How to explain the etymology of the word “expiate”? I found that ex means “out, for” and piate means “pious”. But I dont see how they combine to mean “to atone for”


The "ex-" element in expiate as a prefix does not only mean "out of, from, for". It also could mean "former, previous", as in "ex-girlfriend", and "not, without", and in some cases, "completely", the last of which seems to be the case here.

Etymology online's entry for expiation indicates

via Middle French expiation or directly from Latin expiationem (nominative expiatio) "satisfaction, atonement," noun of action from past participle stem of expiare "make amends for, atone for; purge by sacrifice, make good," from ex- "completely" + piare "propitiate, appease," from pius "faithful, loyal, devout".

So it makes sense to see expiate as atone completely for (because of piety).

It should also be noted that the word has not had this sole meaning since it entered the English language in the 15th century. Shakespeare, for example, used this word to convey a somewhat different meaning:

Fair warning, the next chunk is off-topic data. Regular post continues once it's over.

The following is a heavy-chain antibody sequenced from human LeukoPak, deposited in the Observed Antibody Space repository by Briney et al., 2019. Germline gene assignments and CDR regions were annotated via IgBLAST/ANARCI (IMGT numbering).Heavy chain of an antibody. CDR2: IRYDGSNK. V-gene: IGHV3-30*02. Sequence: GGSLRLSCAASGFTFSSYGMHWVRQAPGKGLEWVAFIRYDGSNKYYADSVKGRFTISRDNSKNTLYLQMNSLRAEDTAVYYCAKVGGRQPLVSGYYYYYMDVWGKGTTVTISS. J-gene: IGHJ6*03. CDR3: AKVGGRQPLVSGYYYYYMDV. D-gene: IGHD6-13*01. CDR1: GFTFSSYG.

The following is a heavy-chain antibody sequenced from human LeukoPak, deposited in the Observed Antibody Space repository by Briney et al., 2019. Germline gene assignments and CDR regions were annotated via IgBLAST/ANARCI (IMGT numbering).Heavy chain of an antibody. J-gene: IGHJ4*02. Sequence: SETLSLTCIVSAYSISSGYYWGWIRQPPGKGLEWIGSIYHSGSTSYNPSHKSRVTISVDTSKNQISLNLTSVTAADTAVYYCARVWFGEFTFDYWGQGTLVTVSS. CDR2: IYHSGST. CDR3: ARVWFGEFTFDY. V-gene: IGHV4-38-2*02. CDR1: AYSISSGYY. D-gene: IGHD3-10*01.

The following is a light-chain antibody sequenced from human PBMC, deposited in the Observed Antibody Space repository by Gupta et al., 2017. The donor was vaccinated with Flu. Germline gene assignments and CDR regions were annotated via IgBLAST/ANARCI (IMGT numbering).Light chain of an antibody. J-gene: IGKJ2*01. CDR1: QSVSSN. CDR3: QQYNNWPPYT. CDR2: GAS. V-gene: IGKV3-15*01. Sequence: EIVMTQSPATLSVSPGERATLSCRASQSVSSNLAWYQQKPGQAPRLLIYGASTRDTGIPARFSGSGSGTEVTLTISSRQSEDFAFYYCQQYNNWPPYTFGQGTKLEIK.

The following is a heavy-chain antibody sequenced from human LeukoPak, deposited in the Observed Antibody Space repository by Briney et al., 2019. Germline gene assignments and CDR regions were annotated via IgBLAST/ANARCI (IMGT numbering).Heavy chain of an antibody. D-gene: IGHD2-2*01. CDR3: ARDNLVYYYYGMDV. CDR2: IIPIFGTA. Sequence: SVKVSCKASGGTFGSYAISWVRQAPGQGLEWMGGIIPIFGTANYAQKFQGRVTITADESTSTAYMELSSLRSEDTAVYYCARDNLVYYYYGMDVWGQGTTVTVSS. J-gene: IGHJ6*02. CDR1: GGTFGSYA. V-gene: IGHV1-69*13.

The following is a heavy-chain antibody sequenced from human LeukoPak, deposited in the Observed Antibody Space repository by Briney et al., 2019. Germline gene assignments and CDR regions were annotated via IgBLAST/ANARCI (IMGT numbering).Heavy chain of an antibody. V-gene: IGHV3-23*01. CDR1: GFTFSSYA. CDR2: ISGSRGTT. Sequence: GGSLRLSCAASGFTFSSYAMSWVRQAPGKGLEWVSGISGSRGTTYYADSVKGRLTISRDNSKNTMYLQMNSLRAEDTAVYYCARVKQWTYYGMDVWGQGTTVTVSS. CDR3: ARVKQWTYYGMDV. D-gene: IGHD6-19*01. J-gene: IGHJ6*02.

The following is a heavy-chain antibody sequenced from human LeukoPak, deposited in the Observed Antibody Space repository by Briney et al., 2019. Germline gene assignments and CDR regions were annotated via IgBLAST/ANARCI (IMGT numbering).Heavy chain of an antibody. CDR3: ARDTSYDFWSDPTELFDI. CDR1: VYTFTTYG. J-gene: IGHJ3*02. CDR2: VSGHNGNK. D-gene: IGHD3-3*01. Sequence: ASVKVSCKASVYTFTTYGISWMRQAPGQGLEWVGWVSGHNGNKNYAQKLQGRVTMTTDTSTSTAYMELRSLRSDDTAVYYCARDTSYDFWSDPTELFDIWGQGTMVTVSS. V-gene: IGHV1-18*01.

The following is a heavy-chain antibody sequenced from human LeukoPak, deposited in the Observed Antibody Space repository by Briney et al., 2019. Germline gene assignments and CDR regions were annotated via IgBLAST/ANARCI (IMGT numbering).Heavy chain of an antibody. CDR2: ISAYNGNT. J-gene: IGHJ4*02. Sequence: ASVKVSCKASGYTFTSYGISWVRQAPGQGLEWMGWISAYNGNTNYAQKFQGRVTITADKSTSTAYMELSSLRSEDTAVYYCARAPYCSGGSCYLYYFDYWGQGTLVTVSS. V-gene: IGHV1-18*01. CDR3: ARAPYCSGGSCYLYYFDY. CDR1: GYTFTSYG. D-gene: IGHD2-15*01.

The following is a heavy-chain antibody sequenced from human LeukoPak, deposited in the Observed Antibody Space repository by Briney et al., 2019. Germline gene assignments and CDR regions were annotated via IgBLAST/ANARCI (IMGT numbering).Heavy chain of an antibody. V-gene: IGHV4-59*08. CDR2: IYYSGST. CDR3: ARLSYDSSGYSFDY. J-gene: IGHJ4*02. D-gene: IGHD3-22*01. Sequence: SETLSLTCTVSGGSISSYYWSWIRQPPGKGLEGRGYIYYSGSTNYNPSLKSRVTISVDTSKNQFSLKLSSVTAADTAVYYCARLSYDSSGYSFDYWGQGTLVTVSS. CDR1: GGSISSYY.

My glass shall not persuade me I am old,

So long as youth and thou are of one date;

But when in thee time's furrows I behold,

Then look I death my days should expiate. (Sonnet 22)

Here its meaning is along the lines of "end" or "expire". What's intriguing is you could see this old meaning as employing a different meaning of "ex-": "without" or "out" (out of existence).

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  • @AlanLian There's more coming. I am still composing my answer. – Eddie Kal Sep 9 '18 at 2:11
  • more persuasive! – Alan Lian Sep 10 '18 at 0:01

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